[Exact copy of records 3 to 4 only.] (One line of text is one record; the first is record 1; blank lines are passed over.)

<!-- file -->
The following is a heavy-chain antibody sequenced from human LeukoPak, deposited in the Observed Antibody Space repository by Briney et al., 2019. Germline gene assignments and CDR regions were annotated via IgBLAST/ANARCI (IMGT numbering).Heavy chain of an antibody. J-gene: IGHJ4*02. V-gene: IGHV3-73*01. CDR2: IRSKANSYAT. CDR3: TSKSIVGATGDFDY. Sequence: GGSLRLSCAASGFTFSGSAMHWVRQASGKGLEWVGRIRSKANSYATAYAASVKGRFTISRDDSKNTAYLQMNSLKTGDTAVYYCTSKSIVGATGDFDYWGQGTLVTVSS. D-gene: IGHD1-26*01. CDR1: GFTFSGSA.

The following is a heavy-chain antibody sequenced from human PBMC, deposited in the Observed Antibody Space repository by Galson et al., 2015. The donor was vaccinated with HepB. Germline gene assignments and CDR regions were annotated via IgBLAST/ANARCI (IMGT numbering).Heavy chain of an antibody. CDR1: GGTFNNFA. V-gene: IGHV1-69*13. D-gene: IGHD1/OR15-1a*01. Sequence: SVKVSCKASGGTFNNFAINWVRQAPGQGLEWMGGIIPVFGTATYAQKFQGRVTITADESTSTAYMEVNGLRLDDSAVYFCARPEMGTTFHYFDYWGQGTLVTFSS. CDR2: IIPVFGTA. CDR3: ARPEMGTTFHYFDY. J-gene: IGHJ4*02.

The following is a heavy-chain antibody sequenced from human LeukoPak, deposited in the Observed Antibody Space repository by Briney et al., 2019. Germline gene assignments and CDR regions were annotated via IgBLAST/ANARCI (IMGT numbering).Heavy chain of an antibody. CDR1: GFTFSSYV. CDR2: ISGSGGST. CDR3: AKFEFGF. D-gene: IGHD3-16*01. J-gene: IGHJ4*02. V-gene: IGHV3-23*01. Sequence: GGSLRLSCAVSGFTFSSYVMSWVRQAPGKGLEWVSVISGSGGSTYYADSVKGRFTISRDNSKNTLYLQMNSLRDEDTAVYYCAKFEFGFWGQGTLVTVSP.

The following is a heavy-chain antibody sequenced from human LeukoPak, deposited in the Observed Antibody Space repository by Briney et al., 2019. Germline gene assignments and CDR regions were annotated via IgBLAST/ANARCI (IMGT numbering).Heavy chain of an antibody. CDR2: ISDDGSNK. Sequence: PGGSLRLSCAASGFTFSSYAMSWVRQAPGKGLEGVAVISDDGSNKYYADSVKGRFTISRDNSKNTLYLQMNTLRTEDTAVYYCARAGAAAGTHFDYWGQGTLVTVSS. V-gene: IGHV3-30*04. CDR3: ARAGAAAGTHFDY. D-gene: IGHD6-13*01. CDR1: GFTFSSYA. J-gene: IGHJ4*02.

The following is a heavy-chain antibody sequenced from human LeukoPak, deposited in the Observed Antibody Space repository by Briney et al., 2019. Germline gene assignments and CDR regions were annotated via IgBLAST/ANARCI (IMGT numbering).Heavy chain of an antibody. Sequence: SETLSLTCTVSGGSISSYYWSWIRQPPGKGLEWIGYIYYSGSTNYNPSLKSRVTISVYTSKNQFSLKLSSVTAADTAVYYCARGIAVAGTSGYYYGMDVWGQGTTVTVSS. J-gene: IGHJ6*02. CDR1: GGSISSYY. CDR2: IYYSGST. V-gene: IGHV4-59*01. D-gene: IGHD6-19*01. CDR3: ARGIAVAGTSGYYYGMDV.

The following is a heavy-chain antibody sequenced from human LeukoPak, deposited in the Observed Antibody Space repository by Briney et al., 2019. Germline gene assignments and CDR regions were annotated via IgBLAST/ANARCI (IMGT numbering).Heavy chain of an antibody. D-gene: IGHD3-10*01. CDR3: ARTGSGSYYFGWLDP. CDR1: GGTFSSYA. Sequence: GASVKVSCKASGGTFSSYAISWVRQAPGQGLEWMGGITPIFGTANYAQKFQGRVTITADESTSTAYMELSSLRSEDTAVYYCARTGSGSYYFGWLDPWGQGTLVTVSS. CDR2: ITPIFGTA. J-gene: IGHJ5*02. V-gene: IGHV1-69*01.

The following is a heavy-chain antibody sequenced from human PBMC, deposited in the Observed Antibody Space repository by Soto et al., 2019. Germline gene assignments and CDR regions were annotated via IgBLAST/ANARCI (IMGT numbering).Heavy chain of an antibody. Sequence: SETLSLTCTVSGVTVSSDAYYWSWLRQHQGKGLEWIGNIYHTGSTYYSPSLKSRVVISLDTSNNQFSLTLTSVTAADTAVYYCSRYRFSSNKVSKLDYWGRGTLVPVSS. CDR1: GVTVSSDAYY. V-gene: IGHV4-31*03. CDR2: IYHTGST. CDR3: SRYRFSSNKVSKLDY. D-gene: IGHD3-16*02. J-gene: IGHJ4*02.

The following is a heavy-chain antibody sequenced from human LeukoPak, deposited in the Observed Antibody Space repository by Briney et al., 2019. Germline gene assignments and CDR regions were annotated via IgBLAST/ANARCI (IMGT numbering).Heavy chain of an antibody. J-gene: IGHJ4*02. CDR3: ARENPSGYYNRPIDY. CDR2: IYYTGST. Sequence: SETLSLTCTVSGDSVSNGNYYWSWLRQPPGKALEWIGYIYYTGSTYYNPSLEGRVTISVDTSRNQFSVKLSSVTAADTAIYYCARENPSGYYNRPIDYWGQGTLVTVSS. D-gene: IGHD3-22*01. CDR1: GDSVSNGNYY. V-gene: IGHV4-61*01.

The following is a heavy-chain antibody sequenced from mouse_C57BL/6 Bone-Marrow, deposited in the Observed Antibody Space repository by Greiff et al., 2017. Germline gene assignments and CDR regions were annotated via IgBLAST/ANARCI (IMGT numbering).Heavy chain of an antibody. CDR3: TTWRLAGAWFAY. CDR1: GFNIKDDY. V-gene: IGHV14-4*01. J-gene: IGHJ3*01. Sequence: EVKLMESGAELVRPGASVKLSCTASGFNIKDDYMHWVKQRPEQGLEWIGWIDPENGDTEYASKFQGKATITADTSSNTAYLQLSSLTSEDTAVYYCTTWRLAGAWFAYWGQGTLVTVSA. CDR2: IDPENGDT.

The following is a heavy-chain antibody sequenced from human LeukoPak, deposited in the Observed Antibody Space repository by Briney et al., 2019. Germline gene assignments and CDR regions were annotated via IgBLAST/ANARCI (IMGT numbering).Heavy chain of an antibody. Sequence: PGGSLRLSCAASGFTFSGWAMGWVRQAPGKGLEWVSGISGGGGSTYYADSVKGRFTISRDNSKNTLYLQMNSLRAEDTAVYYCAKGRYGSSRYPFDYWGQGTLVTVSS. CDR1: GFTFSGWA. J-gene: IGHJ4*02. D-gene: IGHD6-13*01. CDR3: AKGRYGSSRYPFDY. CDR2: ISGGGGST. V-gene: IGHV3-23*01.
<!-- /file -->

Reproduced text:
The following is a heavy-chain antibody sequenced from human LeukoPak, deposited in the Observed Antibody Space repository by Briney et al., 2019. Germline gene assignments and CDR regions were annotated via IgBLAST/ANARCI (IMGT numbering).Heavy chain of an antibody. CDR1: GFTFSSYV. CDR2: ISGSGGST. CDR3: AKFEFGF. D-gene: IGHD3-16*01. J-gene: IGHJ4*02. V-gene: IGHV3-23*01. Sequence: GGSLRLSCAVSGFTFSSYVMSWVRQAPGKGLEWVSVISGSGGSTYYADSVKGRFTISRDNSKNTLYLQMNSLRDEDTAVYYCAKFEFGFWGQGTLVTVSP.

The following is a heavy-chain antibody sequenced from human LeukoPak, deposited in the Observed Antibody Space repository by Briney et al., 2019. Germline gene assignments and CDR regions were annotated via IgBLAST/ANARCI (IMGT numbering).Heavy chain of an antibody. CDR2: ISDDGSNK. Sequence: PGGSLRLSCAASGFTFSSYAMSWVRQAPGKGLEGVAVISDDGSNKYYADSVKGRFTISRDNSKNTLYLQMNTLRTEDTAVYYCARAGAAAGTHFDYWGQGTLVTVSS. V-gene: IGHV3-30*04. CDR3: ARAGAAAGTHFDY. D-gene: IGHD6-13*01. CDR1: GFTFSSYA. J-gene: IGHJ4*02.